Brad Fittler had to find some solutions to bounce back from the Blues’ loss in Game 1 and his decisions paid dividends.
The major change was inserting Cody Walker to start at five-eighth in favour of Luke Keary. More importantly, after there were question marks as to whether the backline would remain intact, Fittler doubled down and kept James Tedesco, Daniel Tupou, Clint Gutherson, Jack Wighton and Josh Addo-Carr from Game 1.
As I mentioned in my Game 2 preview, the game was going to go one of two ways. If the Blues were to be victorious, they would do so in comfortable fashion and if the Maroons were to win, it would have likely come in more of a thrilling scenario.
It’s interesting to note that both coaches had similar comments during the post-game press conference. Fittler mentioned the improved intent of the Blues while Wayne Bennett mentioned the Maroons’ poor attitude which were the difference makers for Game 2.
The Blues ended up piling on points against the Maroons and they have their dynamic backline to give credit to. New South Wales should also be pleased that they were rewarded for keeping faith with Nathan Cleary.
The Penrith halfback was named man of the match after he finished with 15 runs for 115 metres, three tackle breaks, one line break, one line break assist, one offload and 24 tackles.
After the Maroons drew first blood early, Cleary was able to lead the team and get his side back into it. Unfortunately for Queensland, Cameron Munster suffered a heavy knock in the opening minutes which would have thrown the Maroons in disarray despite scoring first. Nonetheless, Cleary stamped his authority and dominated the game.
The halves for New South Wales linked up multiple times to cause havoc to the defence. Cody Walker and Cleary played pivotal roles in every try scored. It was a stark contrast from Game 1 as the kicking game was simply amazing. They found open space when kicking for distance which created pressure, they were able to force three dropouts with Cleary also getting a 40/20 on the night.
One noticeable area that the Blues continued to exploit was attacking the edge of Kurt Capewell and Phillip Sami. New South Wales managed to score four out of their six tries down Queensland’s left edge while Dane Gagai did his best defend his side with Xavier Coates.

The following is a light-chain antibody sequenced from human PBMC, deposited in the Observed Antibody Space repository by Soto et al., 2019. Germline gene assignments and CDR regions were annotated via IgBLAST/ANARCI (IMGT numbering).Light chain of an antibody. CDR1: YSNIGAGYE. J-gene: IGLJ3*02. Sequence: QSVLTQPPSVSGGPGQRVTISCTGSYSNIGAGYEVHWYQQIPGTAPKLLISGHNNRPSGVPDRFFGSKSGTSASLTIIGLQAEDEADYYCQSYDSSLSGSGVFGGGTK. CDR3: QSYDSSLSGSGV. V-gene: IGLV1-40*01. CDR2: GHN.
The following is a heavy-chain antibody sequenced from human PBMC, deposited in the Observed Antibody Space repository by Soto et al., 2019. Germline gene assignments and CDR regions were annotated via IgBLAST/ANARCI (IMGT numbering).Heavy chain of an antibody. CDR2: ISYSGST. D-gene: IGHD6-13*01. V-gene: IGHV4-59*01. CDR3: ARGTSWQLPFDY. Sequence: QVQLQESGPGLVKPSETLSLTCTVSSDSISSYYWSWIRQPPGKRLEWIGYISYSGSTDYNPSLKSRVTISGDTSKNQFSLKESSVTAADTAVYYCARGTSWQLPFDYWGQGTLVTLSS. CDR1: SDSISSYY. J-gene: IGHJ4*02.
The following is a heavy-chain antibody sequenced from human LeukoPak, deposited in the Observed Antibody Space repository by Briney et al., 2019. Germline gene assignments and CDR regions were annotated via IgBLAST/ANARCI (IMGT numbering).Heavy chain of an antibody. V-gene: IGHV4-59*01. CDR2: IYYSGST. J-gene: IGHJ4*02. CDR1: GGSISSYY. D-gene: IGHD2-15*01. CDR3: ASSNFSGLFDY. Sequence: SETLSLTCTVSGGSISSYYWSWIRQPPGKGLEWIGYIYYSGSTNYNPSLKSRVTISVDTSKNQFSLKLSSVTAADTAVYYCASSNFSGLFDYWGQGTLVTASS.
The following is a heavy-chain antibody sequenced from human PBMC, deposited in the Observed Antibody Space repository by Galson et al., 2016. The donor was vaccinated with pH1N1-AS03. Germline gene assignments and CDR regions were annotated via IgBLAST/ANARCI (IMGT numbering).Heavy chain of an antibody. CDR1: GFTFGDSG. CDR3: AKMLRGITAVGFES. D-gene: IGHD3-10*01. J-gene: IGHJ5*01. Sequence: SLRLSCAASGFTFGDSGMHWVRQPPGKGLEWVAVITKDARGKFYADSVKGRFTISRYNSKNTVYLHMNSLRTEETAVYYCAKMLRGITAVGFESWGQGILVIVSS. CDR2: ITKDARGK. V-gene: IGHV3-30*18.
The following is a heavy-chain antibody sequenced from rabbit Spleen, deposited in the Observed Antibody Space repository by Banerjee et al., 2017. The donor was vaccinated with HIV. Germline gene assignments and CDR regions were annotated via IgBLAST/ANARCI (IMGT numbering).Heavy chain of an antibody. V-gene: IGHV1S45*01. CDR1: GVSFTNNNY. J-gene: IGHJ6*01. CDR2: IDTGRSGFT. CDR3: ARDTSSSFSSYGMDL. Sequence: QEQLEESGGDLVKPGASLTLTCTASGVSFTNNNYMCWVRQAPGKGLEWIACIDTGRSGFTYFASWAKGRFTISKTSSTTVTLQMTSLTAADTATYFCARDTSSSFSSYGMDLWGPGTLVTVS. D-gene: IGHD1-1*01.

While the playmakers and backline of NSW rightfully deserve a lot of praise, it’s significant not to overlook the NSW bench.
New additions in Dale Finucane and Isaah Yeo who are known as workhorses, provided a strong spark. In 23 minutes, Finucane ran for 123 metres with two tackle breaks while Yeo ran for 127 metres with two tackle breaks and also making 15 tackles in 31 minutes.
The Parramatta duo of Junior Paulo and Nathan Brown also made positive impacts on the field.
Game 2 epitomises what most viewers thought should have happened back in Game 1. It was clear that once New South Wales got on a roll, they were going to be too difficult to stop.
While a victory makes it easier to decide, New South Wales may have found their best starting 17. Meanwhile, it will be interesting to see what changes will be made for Queensland especially in their backline.
Will Brenko Lee or Corey Allan potentially join the starting 17 or will they persevere with their current backline as the centre and wing combinations become more familiar with each other?
Queensland will be sweating on the health of Cameron Munster as he has always been a big game player who can create plays out of nothing.
With the all-important Game 3 being played at Brisbane, its obvious that it won’t be the same story as games played in Sydney. The thing to watch out for in the decider is can Suncorp Stadium give the Maroons a lift to shock the nation and win this series.